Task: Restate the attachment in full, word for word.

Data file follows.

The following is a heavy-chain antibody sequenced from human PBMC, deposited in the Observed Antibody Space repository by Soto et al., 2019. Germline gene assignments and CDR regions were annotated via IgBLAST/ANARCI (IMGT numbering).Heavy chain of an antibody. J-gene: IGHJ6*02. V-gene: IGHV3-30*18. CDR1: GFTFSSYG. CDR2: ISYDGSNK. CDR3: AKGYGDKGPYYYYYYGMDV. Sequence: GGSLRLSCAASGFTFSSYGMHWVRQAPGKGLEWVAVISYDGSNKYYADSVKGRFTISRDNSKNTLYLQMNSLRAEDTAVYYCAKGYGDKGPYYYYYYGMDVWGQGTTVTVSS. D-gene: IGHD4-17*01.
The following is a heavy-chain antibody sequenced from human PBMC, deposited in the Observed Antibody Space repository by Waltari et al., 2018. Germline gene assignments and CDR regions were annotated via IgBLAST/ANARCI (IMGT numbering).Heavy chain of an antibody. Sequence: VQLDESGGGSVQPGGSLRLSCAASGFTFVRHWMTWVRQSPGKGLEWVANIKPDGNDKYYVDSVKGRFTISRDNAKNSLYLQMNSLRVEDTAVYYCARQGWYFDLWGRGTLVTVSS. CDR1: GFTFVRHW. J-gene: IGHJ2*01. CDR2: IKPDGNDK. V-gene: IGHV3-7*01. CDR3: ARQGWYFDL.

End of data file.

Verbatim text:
The following is a heavy-chain antibody sequenced from human PBMC, deposited in the Observed Antibody Space repository by Soto et al., 2019. Germline gene assignments and CDR regions were annotated via IgBLAST/ANARCI (IMGT numbering).Heavy chain of an antibody. J-gene: IGHJ6*02. V-gene: IGHV3-30*18. CDR1: GFTFSSYG. CDR2: ISYDGSNK. CDR3: AKGYGDKGPYYYYYYGMDV. Sequence: GGSLRLSCAASGFTFSSYGMHWVRQAPGKGLEWVAVISYDGSNKYYADSVKGRFTISRDNSKNTLYLQMNSLRAEDTAVYYCAKGYGDKGPYYYYYYGMDVWGQGTTVTVSS. D-gene: IGHD4-17*01.
The following is a heavy-chain antibody sequenced from human PBMC, deposited in the Observed Antibody Space repository by Waltari et al., 2018. Germline gene assignments and CDR regions were annotated via IgBLAST/ANARCI (IMGT numbering).Heavy chain of an antibody. Sequence: VQLDESGGGSVQPGGSLRLSCAASGFTFVRHWMTWVRQSPGKGLEWVANIKPDGNDKYYVDSVKGRFTISRDNAKNSLYLQMNSLRVEDTAVYYCARQGWYFDLWGRGTLVTVSS. CDR1: GFTFVRHW. J-gene: IGHJ2*01. CDR2: IKPDGNDK. V-gene: IGHV3-7*01. CDR3: ARQGWYFDL.